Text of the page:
Nnedi Okorafor weaves dozens of perspectives (including those of bats and spiders!) into an intricate tapestry that depicts the story of a city turned upside down and inside out by a peaceful-ish alien invasion. Although Adaora, Anthony, and Agu are the three major narrators in this novel, it is arguably the city itself that is the main protagonist. We, as readers, never really become deeply involved with any of the characters – the most important character development takes place as the city changes under the influence of the alien invasion. Although the aliens come relatively peacefully (but not without their own determination to thrive on Earth, mingling with humans), chaos ensues when the lagoon level rises, flooding the Beach, when sea creatures grow enormous and more threatening, and when the news that aliens would settle in Nigeria reaches the citizens through inexplicable uses of human technologies.

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Lives after Death in: The Waking Engine

waking engineThe Waking Engine by David Edison
Tor Books, February 11, 2014 (Fantasy)*
My rating: I’d go there again

This book is like a tornado, dragging its readers along for a spinning, whirlwind tour of the City Unspoken, a realm where the Dying go to Die their final Death. For when you die, you re-awaken on another planet, in another universe, as yourself but in a slightly different body. The City Unspoken, created by the First People, has become one of the premier destinations for those who meet the criteria and have the desire for the oblivion provided by true Death. It is a seedy, chaotic, and violent city with a population of newly awakened, body-bound, undead, and fae inhabitants.

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Trade Secret: A disappointment for a dedicated fan of the Liaden Universe

tradesecretTrade Secret by Sharon Lee and Steve Miller
Baen, November 5th, 2013 (Science Fiction / Space Opera)*

My rating: Vacation by the beach

Disclaimer: The Liaden novels are some of my all-time favorites, and I am devoted to Lee and Miller.

This latest installment just did not achieve the greatness of all the other stories in the Liaden Universe. I felt confused throughout the first half, and certain things still did not make sense even by the end. I ended up reading the whole thing without trying to go back and make sense of it. Would I have done that if I were reading a paper copy? I’m not sure – but on an eReader, it’s not worth it.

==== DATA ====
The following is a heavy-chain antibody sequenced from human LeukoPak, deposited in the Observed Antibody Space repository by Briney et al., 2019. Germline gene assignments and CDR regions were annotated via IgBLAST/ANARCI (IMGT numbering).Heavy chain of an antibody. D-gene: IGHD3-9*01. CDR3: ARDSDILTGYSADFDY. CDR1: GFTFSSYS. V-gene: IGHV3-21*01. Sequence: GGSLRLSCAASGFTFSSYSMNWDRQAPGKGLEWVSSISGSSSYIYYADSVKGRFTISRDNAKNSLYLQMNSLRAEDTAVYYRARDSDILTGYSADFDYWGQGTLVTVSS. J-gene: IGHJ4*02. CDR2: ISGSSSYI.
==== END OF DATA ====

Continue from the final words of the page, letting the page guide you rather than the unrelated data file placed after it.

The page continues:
The first of Jethri’s stories was published with the Crystal Variation omnibus (loved that one! The stories about how the Korval clan got its start, and especially the anthropomorphic tree!). I read it two years ago and could not remember the context for this follow-up. Which really hindered my ability to understand the plot in this one. I would have found a preliminary summary of what went before extremely helpful in understanding the events that take place in this book.

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Bittersweet Magic: an entertaining urban fantasy

bittersweetmagicBittersweet Magic by Nina Croft
Entangled, November 11th, 2013 (Paranormal Romance / Urban Fantasy)*

This book definitely falls into the category of guilty pleasure. I’m not sure that it is truly an amazing book, but I had such fun reading it.

Roz, our main character, is some kind of immortal, but she doesn’t know what. In fact, she doesn’t know much about her past at all. She has been indebted to a demon, Asmodai (great demon name, by the way), for 500 years. Five hundred years ago, she agreed to perform 13 unspecified tasks whenever he asks her, in return for her life, and the deaths of the villagers who burned her mother at the stake as a witch and who were all set to burn her, too.

The story opens with Asmodai calling in his 13th and final favor – that Roz find a specific key hidden in a monastery. So Roz goes under cover as a very unlikely nun, in order to find it. Only she gets there too late, witnessing the murders of most of the nuns, and the stealing of the key by a shadowy figure followed by demon dogs. This leads her on a chase for the key, and to Piers’ door. Piers, though Roz doesn’t know it, is a vampire. And Head of the Order of the Shadow Accords (established to keep demons, humans, and elves in line), whom Roz has been taught by Asmodai to fear. (more…)